Friday, December 16, 2011

The Power of Compost

Outside air temp = 25º F, Compost Pile Temp = 120º


I'm really interested in the work of Jean Pain.

Let’s look at Jean Pain’s methods and try to assess what sort of legacy he has left us as we enter the 21st century.

Pain lived in Provence and realized the limitations of what Alan Savory has called “brittle environments,” those charac­terized by extended seasonal drought. Absent herds of large animals to process the biomass into a form available to soil organisms, organic matter tended to cycle more often through fire than through earth, exaggerating the loss of carbon from soils already depleted and subject to high temperatures for much of the year. While Savory, and his intellectual predecessor Frenchman Andre Voisin, emphasized intensive grazing by herd animals, Pain faced a dry mountainous landscape where resinous plants were dominant. Unsuitable for most grazing animals, the brush-wood, which amounted to as much as 50 ton / hectare (20 ton / acre) was a huge reservoir of volatile fuel for an ever-increasing number of human-caused fires scourging the Mediterranean littoral (seashore).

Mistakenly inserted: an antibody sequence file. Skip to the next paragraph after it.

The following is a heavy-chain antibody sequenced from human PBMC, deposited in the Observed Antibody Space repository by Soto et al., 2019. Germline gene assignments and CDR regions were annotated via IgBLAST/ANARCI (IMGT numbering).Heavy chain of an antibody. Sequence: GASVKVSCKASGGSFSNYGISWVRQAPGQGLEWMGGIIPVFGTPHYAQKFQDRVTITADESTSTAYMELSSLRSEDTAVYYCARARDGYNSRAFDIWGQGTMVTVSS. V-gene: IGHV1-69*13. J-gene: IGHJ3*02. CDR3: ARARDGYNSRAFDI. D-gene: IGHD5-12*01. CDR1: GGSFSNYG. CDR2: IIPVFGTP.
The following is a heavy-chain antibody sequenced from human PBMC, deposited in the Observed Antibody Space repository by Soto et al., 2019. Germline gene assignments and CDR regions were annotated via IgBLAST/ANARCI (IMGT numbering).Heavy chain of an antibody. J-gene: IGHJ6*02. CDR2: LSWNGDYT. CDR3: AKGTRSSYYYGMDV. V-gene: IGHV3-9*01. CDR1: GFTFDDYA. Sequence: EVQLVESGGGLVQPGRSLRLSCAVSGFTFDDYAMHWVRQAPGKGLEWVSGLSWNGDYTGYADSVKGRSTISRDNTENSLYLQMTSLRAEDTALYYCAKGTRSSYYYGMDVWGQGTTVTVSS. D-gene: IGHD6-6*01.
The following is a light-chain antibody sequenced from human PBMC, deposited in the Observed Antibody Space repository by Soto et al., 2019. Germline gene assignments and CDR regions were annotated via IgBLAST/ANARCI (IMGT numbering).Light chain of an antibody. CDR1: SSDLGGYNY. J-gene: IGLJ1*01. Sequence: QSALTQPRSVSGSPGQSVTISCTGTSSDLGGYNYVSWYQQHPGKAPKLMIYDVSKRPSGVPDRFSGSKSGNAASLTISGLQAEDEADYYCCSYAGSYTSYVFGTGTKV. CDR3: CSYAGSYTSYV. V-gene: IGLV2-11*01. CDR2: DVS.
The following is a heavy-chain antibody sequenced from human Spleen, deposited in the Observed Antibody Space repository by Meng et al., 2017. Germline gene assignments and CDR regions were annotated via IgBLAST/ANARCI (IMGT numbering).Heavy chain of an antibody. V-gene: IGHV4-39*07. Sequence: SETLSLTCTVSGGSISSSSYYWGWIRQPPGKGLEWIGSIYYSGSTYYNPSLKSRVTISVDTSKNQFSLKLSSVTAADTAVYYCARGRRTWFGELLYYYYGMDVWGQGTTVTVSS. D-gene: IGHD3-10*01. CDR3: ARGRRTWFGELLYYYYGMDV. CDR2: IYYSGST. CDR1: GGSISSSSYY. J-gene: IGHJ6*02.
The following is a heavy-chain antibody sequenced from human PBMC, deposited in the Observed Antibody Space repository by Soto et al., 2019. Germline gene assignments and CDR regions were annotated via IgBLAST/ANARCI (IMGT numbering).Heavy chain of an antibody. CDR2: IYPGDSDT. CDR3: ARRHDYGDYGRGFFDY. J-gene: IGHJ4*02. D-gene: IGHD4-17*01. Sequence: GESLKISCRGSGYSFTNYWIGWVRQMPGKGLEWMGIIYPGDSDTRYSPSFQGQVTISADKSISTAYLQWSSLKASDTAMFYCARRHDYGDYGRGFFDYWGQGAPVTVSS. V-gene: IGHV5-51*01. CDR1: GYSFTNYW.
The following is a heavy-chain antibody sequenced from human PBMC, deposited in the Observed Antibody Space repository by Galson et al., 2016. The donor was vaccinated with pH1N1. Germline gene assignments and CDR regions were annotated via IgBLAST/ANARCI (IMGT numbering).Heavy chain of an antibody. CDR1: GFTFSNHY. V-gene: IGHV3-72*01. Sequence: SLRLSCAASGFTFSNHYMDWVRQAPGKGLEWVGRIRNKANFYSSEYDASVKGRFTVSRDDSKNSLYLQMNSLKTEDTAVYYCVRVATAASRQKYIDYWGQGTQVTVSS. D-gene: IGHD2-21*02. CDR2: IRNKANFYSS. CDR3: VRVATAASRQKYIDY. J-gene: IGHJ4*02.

A modern Prometheus, Pain sought to domesticate this demon for human use. His studies had revealed the essential mystery of humus and its role in soil fertility. The creation of long-chain carbon molecules by a biological alchemy made soils and the environments based on them, more supple, better capable of holding magic substance could be “cultured” by providing supportive conditions for bacteria and fungi to digest plant material: ample mois­ture, controlled atmosphere and temperature and the continuous diffusion of oxygen into the mass were sufficient.

But though the raw material was abundant in the Provencal forests, its collection required chainsaws and motorized transport, and its processing required grinding to increase the surface area and hasten break­down. Collection and grinding required industrial fuels and machinery, albeit simple: trucks, tractors, power saws. How then to close this economic and energy loop? By capturing energy from the composting process.
I love how he took forest underbrush, and with the help of bacteria, made hot water, methane, electricity, and garden compost.  The man was a genius.

3 comments:

Crafty Cristy said...

It's funny, but I love compost.

Debbie said...

Crafty Cristy,

It is pretty amazing what you can do with compost. I recently read about one man in Canada who used compost to heat his outdoor worm bin in the harsh winters of Canada.

http://www.redwormcomposting.com/?s=winter+worm+bin

H2 said...

Jean Pain=brilliant!